Cities of Vesuvius

- Syllabus Content -

Everyday life: leisure activities, food and dining, clothing, health, baths, water supply and sanitation

Exterior of the castellum acquae, Pompeii
Water Supply and Sanitation

"Service areas" p116; "Water Supply" p117

Water supply

Before they were connected to the aqueduct, Pompeii and Herculaneum relied on wells for drawing up ground water, and cisterns under the impluvium which stored collected rainwater.

From the Augustan period, Pompeii and Herculaneum were both serviced by an aqueduct from the Acquaro springs. At Pompeii, the water flowed into the castellum acquae, at the highest point of the town, from where it was directed by three mains and branch lines throughout the town. Water pressure was reduced by water towers throughout the town. Water pipes were made of lead.

Water tower, Cardo IV Herculaneum

The water supplied the fountains, gardens and service areas of some houses, as well as public baths, latrines and the many public fountains. 42 public fountains have been found in Pompeii and three in Herculaneum. Water was used by some industries, e.g., fullers and wool-dyers.

The water flowed continuously.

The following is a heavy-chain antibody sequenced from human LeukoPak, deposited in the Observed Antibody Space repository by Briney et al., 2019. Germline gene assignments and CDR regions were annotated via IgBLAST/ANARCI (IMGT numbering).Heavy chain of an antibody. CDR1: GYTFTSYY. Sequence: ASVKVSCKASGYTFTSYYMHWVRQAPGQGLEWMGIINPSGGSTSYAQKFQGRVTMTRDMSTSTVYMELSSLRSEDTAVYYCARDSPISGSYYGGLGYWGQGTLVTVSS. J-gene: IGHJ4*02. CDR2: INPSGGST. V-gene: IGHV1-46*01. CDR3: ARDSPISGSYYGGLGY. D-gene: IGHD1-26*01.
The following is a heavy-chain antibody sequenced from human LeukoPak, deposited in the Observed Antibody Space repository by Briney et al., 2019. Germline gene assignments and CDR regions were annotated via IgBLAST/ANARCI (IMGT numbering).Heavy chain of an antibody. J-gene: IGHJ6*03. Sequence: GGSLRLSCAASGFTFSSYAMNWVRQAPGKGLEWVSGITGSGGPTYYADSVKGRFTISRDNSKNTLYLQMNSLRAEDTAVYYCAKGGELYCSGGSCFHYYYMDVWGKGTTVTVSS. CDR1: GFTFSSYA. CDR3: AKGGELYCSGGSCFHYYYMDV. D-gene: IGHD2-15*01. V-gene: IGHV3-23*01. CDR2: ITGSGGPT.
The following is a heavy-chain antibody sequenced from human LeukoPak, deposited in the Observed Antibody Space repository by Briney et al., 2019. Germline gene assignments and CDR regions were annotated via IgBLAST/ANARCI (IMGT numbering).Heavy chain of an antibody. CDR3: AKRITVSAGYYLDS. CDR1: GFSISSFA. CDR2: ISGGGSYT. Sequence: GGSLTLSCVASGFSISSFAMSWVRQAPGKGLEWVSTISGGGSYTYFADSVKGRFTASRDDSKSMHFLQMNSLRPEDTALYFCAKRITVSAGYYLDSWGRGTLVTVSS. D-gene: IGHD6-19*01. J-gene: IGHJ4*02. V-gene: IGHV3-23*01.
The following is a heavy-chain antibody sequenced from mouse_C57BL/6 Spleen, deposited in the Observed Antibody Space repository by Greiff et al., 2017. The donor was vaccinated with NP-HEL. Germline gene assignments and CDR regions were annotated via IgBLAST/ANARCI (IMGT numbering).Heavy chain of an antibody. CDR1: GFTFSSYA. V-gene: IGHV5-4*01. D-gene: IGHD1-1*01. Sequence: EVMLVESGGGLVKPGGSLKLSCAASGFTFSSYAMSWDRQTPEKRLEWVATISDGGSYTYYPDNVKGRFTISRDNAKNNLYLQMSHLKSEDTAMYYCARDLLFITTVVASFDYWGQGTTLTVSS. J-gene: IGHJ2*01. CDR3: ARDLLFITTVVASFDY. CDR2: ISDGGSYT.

Fountain of Abbundance, Via dell'Abbondanza, Pompeii

Lead water distributor, under garden in House of the Little Bronze Bull, Pompeii


The latrine in a house was next to the kitchen (because of the common water supply). It was flushed by piped water or kitchen waste.

In Pompeii, some houses had a cesspit. These would have overflowed into the street in heavy rain. Chamber pots were also used, with the contents emptied in the street or onto public dung heaps. Three public dung heaps have been found.
It is probable that fullers left containers for urine collection outside their workshops.

There were some drains under the forum area, though mostly the streets were the stormwater and sewerage system. Overflow from cisterns and fountains constantly flushed the waste from the streets. The lower gates (Nola, Stabia and Nuceria) had gutters for the sewage to flow out and into the Sarno river.
There were public toilets near the forum, in the baths and the palaestra. There was no toilet paper: they used a sponge on a stick!

In Herculaneum, overflow from cisterns and fountains flushed out the streets. However, there was an underground sewerage system. Three main lines have been found, aligned with the three excavated cardini. They flowed downhill and into the sea. The photo below (Cardo V) shows the street sloping down to the sea. Also there is no need for the stepping stones which were prevalent in Pompeii.


A public notice at the corner of Cardo IV and Decumanus Maximus (see photo below) indicates that the streets of Herculaneum were not flowing with waster as in Pompeii, and that they wanted to keep it that way:
If anyone wishes to dispose of dung in this place, he is advised that it is not permitted. If anyone acts contrary to this notice, free persons will be fined, slaves will be punished by beatings to their rears. (CIL IV 10488)